Around 1 in 10 individuals are missing or delaying their vaccinations due to COVID-19, according to a new Imperial College London report.
Survey responses from more than 23,000 individuals across 23 countries reveal that around half of those who haven’t been getting vaccinated are babies or children aged 17 or under.
Many people stated that they were fearful of catching COVID-19 at the clinic. This was the most commonly reported reason for not getting vaccinated, followed by clinics being closed or not offering vaccines due to the pandemic, and recommendations from healthcare professionals to delay or miss vaccinations. Some people were worried about contracting COVID-19 when leaving the house.
"We urgently need to increase uptake of vaccines by developing vaccination programmes that will be safe and effective during the COVID-19 pandemic." Sarah P. Jones doctoral researcher, Institute of Global Health Innovation
“There is growing evidence that there is likely to be an increase in preventable diseases, that will further exacerbate strains on the global health system, due to missed vaccinations.
"Now more than ever, we urgently need to increase uptake of vaccines by developing vaccination programmes that will be safe and effective during the COVID-19 pandemic and delivering well-coordinated public health campaigns,” said Sarah P. Jones, health behaviour researcher IGHI and co-creator of the http://www.coviddatahub.com/, which has tracked COVID-19 health behaviours from over 347,000 people in 29 countries since March 2020.
Global vaccination trends
Spanning May 14th to July 6th, the responses reveal global differences in vaccination trends. European countries were among those with the lowest levels of delayed or missed vaccinations. Across all countries surveyed, respondents in the UK were found to be the least likely to have delayed or missed a vaccination due to COVID-19, where only 3% of respondents revealed that either themselves or someone in their household had done so. This was followed by Denmark at 4%.
In contrast, Brazil and Vietnam had the highest rates, where almost 1 in 5 (18%) reported missing or delayed vaccinations.
"We hope that this data can be used by health authorities to better understand and address this growing area of concern." Melanie Leis Director, Big Data and Analytical Unit, IGHI
The survey results also suggest which actions by clinics might help people feel safer. More than half of respondents (55%) said that making masks mandatory for attendees and having enough personal protective equipment (PPE) for staff would make them feel safer going to the vaccination clinic. Almost half (49%) also said that clinics should offer days dedicated solely to vaccinating healthy people.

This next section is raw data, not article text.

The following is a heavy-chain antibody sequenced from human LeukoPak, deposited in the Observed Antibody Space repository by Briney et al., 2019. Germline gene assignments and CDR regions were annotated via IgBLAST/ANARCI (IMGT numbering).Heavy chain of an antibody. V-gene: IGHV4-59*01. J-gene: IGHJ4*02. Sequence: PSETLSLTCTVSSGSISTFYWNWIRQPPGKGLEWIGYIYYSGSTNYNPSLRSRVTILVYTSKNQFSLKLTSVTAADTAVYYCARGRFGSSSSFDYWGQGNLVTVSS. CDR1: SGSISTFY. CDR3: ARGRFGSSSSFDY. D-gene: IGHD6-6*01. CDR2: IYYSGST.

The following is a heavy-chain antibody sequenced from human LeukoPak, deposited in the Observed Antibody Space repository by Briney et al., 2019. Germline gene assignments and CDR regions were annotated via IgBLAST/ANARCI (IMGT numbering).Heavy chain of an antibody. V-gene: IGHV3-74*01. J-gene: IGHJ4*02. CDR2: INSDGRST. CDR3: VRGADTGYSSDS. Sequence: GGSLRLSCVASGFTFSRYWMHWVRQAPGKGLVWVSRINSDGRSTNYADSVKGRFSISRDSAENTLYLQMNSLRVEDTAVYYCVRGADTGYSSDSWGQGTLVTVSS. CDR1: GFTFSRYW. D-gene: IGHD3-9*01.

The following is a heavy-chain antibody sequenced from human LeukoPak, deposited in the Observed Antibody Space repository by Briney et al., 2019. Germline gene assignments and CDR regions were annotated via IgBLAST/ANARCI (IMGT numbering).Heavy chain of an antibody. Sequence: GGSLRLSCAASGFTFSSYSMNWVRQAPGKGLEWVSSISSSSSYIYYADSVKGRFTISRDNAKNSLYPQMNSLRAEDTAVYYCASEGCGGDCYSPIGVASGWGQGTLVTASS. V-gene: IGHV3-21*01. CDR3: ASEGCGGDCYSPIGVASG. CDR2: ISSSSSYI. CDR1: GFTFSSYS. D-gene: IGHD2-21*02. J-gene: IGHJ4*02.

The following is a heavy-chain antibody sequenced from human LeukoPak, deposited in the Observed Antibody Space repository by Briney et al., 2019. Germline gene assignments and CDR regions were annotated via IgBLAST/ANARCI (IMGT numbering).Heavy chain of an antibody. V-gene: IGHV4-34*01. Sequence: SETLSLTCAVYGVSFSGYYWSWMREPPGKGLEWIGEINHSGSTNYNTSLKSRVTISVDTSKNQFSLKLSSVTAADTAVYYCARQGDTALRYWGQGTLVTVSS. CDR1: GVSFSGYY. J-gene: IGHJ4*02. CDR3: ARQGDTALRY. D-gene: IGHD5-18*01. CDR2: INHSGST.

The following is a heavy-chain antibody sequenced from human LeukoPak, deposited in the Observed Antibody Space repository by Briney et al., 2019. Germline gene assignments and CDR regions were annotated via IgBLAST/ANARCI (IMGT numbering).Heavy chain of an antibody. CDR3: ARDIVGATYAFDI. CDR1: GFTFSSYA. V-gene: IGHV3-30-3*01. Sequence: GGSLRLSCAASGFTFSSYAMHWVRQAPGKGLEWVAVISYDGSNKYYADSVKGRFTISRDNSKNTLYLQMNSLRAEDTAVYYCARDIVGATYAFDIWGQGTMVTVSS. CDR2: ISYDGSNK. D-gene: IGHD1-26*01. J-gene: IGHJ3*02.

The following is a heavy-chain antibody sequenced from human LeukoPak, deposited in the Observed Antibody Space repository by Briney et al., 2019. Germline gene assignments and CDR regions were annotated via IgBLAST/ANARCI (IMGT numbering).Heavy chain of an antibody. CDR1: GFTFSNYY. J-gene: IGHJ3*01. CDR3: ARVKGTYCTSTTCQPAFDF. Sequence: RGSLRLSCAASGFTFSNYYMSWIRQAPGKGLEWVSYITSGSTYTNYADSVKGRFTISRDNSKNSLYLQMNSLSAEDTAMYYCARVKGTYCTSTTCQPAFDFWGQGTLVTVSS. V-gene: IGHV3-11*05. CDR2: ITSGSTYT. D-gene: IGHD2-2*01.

Melanie Leis, director of the Big Data and Analytical Unit at IGHI, said: "We are only beginning to explore the impact that this pandemic will have on long-term population health. Our data reveal that one indirect but worrying consequence of the pandemic is missed and delayed vaccinations. We hope that this data can be used by health authorities to better understand and address this growing area of concern."
The report is part of a wider initiative launched by IGHI in partnership with YouGov, which is using bi-weekly surveys to track how populations from more than 20 countries are behaving over time in response to COVID-19. The findings are updated regularly and are freely available to all through an open data dashboard.
Countries included in this global comparison are as follows: Australia, Brazil, Canada, China, Denmark, France, Germany, India, Indonesia, Italy, Malaysia, Mexico, Norway, Philippines, Saudi Arabia, Singapore, Spain, Sweden, Thailand, United Arab Emirates, United Kingdom, United States, Vietnam.
Roughly 1,000 responses were received from each country and the total number of responses collected was 23,184.
Researchers can access the anonymised data through GitHub: https://github.com/YouGov-Data/covid-19-tracker
Other country and global reports compiled from IGHI/YouGov survey data can be accessed here: https://www.imperial.ac.uk/global-health-innovation/our-research/covid-19-response/covid-19-behaviour-tracker/
Article text (excluding photos or graphics) © Imperial College London.
Photos and graphics subject to third party copyright used with permission or © Imperial College London.
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